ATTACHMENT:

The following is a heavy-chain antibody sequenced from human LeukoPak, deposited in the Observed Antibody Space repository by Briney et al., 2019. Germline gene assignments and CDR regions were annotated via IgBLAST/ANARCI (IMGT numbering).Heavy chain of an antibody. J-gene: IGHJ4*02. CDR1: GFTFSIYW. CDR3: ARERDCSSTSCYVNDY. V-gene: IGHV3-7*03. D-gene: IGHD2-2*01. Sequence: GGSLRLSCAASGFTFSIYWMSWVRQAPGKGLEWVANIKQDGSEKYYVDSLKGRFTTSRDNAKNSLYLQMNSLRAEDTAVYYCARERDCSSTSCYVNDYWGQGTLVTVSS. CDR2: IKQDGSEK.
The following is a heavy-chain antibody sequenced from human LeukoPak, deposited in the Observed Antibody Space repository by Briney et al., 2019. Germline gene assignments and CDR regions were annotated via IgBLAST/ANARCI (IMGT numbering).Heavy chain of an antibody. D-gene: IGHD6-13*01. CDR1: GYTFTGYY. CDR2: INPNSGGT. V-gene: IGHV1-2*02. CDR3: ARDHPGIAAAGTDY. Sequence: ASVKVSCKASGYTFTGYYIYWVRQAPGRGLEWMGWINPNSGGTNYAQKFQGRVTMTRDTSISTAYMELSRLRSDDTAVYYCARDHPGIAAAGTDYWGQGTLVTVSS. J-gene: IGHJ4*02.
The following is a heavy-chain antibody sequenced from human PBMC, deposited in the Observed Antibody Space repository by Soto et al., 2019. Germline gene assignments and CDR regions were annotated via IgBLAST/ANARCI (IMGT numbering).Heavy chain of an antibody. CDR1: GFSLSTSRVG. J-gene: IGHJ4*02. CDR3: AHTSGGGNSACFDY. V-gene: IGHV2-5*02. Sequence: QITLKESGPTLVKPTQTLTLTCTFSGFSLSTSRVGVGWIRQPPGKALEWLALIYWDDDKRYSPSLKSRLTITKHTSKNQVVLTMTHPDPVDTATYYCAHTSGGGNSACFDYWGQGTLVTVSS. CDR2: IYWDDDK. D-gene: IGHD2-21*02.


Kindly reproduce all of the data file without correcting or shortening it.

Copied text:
The following is a heavy-chain antibody sequenced from human LeukoPak, deposited in the Observed Antibody Space repository by Briney et al., 2019. Germline gene assignments and CDR regions were annotated via IgBLAST/ANARCI (IMGT numbering).Heavy chain of an antibody. J-gene: IGHJ4*02. CDR1: GFTFSIYW. CDR3: ARERDCSSTSCYVNDY. V-gene: IGHV3-7*03. D-gene: IGHD2-2*01. Sequence: GGSLRLSCAASGFTFSIYWMSWVRQAPGKGLEWVANIKQDGSEKYYVDSLKGRFTTSRDNAKNSLYLQMNSLRAEDTAVYYCARERDCSSTSCYVNDYWGQGTLVTVSS. CDR2: IKQDGSEK.
The following is a heavy-chain antibody sequenced from human LeukoPak, deposited in the Observed Antibody Space repository by Briney et al., 2019. Germline gene assignments and CDR regions were annotated via IgBLAST/ANARCI (IMGT numbering).Heavy chain of an antibody. D-gene: IGHD6-13*01. CDR1: GYTFTGYY. CDR2: INPNSGGT. V-gene: IGHV1-2*02. CDR3: ARDHPGIAAAGTDY. Sequence: ASVKVSCKASGYTFTGYYIYWVRQAPGRGLEWMGWINPNSGGTNYAQKFQGRVTMTRDTSISTAYMELSRLRSDDTAVYYCARDHPGIAAAGTDYWGQGTLVTVSS. J-gene: IGHJ4*02.
The following is a heavy-chain antibody sequenced from human PBMC, deposited in the Observed Antibody Space repository by Soto et al., 2019. Germline gene assignments and CDR regions were annotated via IgBLAST/ANARCI (IMGT numbering).Heavy chain of an antibody. CDR1: GFSLSTSRVG. J-gene: IGHJ4*02. CDR3: AHTSGGGNSACFDY. V-gene: IGHV2-5*02. Sequence: QITLKESGPTLVKPTQTLTLTCTFSGFSLSTSRVGVGWIRQPPGKALEWLALIYWDDDKRYSPSLKSRLTITKHTSKNQVVLTMTHPDPVDTATYYCAHTSGGGNSACFDYWGQGTLVTVSS. CDR2: IYWDDDK. D-gene: IGHD2-21*02.